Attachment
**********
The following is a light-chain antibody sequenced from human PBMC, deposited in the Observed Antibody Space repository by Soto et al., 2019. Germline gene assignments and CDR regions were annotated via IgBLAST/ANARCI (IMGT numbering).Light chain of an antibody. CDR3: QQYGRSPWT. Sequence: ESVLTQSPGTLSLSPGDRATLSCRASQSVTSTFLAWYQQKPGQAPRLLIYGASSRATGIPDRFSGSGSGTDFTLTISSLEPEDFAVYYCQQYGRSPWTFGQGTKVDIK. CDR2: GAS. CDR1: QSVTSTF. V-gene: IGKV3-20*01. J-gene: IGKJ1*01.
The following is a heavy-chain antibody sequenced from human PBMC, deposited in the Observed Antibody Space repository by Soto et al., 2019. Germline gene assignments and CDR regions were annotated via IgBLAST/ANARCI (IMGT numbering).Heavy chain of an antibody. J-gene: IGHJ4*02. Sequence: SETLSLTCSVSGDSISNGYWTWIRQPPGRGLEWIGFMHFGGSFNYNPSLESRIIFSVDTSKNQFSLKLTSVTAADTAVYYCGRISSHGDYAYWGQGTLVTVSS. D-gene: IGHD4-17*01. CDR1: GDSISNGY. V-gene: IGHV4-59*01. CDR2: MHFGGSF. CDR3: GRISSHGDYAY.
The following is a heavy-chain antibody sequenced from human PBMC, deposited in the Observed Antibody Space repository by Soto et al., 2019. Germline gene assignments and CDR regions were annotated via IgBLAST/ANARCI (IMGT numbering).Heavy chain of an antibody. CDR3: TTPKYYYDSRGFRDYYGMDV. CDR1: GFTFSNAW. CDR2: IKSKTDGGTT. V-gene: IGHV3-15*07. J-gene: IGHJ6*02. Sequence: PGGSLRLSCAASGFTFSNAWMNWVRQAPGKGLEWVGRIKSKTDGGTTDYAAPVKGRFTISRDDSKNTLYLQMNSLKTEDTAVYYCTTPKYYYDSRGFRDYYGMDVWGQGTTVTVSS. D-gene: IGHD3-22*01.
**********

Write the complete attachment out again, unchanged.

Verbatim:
The following is a light-chain antibody sequenced from human PBMC, deposited in the Observed Antibody Space repository by Soto et al., 2019. Germline gene assignments and CDR regions were annotated via IgBLAST/ANARCI (IMGT numbering).Light chain of an antibody. CDR3: QQYGRSPWT. Sequence: ESVLTQSPGTLSLSPGDRATLSCRASQSVTSTFLAWYQQKPGQAPRLLIYGASSRATGIPDRFSGSGSGTDFTLTISSLEPEDFAVYYCQQYGRSPWTFGQGTKVDIK. CDR2: GAS. CDR1: QSVTSTF. V-gene: IGKV3-20*01. J-gene: IGKJ1*01.
The following is a heavy-chain antibody sequenced from human PBMC, deposited in the Observed Antibody Space repository by Soto et al., 2019. Germline gene assignments and CDR regions were annotated via IgBLAST/ANARCI (IMGT numbering).Heavy chain of an antibody. J-gene: IGHJ4*02. Sequence: SETLSLTCSVSGDSISNGYWTWIRQPPGRGLEWIGFMHFGGSFNYNPSLESRIIFSVDTSKNQFSLKLTSVTAADTAVYYCGRISSHGDYAYWGQGTLVTVSS. D-gene: IGHD4-17*01. CDR1: GDSISNGY. V-gene: IGHV4-59*01. CDR2: MHFGGSF. CDR3: GRISSHGDYAY.
The following is a heavy-chain antibody sequenced from human PBMC, deposited in the Observed Antibody Space repository by Soto et al., 2019. Germline gene assignments and CDR regions were annotated via IgBLAST/ANARCI (IMGT numbering).Heavy chain of an antibody. CDR3: TTPKYYYDSRGFRDYYGMDV. CDR1: GFTFSNAW. CDR2: IKSKTDGGTT. V-gene: IGHV3-15*07. J-gene: IGHJ6*02. Sequence: PGGSLRLSCAASGFTFSNAWMNWVRQAPGKGLEWVGRIKSKTDGGTTDYAAPVKGRFTISRDDSKNTLYLQMNSLKTEDTAVYYCTTPKYYYDSRGFRDYYGMDVWGQGTTVTVSS. D-gene: IGHD3-22*01.